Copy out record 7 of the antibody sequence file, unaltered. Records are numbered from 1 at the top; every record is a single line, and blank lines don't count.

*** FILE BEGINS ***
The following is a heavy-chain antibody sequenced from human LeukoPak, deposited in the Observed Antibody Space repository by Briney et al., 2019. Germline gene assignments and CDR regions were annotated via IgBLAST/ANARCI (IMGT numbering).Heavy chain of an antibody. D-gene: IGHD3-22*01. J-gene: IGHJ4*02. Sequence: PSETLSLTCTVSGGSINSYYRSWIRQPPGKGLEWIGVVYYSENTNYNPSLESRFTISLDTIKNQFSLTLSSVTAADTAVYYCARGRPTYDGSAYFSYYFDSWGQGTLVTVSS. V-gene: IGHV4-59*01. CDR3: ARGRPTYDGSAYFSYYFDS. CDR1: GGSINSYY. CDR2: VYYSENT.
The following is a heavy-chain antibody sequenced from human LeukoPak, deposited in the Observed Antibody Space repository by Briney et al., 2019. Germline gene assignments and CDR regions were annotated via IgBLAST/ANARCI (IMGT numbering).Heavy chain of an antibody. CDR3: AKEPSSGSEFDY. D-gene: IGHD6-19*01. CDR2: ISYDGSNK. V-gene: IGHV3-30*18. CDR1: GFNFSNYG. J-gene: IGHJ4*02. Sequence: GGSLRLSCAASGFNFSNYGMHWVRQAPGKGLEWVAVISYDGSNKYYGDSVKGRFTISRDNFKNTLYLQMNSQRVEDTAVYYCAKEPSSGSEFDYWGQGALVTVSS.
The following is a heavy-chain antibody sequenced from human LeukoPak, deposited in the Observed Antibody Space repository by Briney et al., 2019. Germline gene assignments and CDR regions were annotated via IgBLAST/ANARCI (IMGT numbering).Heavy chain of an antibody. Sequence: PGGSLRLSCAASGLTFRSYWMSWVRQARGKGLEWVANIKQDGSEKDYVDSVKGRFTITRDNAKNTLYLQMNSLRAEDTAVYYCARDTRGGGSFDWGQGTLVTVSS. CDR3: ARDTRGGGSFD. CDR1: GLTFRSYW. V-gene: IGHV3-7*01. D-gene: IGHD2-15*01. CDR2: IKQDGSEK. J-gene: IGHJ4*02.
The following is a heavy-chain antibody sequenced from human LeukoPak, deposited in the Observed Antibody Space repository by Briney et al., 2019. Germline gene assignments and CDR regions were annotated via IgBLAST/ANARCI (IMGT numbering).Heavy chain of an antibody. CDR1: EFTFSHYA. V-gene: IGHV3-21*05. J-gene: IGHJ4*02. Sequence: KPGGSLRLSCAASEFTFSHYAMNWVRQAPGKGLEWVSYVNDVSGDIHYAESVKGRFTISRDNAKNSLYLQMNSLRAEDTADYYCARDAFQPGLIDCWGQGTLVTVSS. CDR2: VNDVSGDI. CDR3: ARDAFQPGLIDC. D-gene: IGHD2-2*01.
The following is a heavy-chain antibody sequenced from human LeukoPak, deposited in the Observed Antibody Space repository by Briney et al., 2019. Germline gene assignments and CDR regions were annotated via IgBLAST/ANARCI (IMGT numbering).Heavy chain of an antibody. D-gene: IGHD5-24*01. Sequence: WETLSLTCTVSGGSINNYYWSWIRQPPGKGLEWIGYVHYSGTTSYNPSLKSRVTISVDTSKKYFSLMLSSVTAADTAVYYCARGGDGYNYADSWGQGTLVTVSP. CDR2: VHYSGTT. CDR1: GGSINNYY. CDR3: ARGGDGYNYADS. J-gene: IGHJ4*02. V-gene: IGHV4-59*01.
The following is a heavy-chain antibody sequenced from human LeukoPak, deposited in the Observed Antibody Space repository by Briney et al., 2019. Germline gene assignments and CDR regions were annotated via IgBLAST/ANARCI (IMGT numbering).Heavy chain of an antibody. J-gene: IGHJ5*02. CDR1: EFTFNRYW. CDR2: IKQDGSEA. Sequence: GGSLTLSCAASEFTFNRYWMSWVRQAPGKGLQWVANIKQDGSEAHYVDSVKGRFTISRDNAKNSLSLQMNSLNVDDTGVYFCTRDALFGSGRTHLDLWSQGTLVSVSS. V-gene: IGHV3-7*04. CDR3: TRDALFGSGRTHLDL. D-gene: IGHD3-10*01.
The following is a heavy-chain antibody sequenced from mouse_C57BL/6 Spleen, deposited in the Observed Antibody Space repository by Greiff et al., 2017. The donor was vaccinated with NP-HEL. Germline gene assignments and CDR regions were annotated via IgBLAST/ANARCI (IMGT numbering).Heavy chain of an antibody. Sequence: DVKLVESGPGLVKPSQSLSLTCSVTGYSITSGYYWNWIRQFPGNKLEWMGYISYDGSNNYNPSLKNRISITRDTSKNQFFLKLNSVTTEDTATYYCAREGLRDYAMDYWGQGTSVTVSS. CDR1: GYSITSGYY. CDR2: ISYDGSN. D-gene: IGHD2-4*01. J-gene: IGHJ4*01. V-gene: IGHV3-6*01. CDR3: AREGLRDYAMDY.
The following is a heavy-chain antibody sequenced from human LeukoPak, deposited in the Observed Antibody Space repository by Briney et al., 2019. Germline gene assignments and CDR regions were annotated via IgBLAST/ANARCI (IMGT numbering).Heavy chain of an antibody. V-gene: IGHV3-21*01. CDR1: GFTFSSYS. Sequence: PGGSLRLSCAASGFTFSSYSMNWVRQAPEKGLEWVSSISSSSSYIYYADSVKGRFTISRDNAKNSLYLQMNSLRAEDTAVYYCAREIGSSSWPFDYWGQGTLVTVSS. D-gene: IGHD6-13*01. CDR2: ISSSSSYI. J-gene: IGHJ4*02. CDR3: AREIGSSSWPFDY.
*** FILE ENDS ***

The following is a heavy-chain antibody sequenced from mouse_C57BL/6 Spleen, deposited in the Observed Antibody Space repository by Greiff et al., 2017. The donor was vaccinated with NP-HEL. Germline gene assignments and CDR regions were annotated via IgBLAST/ANARCI (IMGT numbering).Heavy chain of an antibody. Sequence: DVKLVESGPGLVKPSQSLSLTCSVTGYSITSGYYWNWIRQFPGNKLEWMGYISYDGSNNYNPSLKNRISITRDTSKNQFFLKLNSVTTEDTATYYCAREGLRDYAMDYWGQGTSVTVSS. CDR1: GYSITSGYY. CDR2: ISYDGSN. D-gene: IGHD2-4*01. J-gene: IGHJ4*01. V-gene: IGHV3-6*01. CDR3: AREGLRDYAMDY.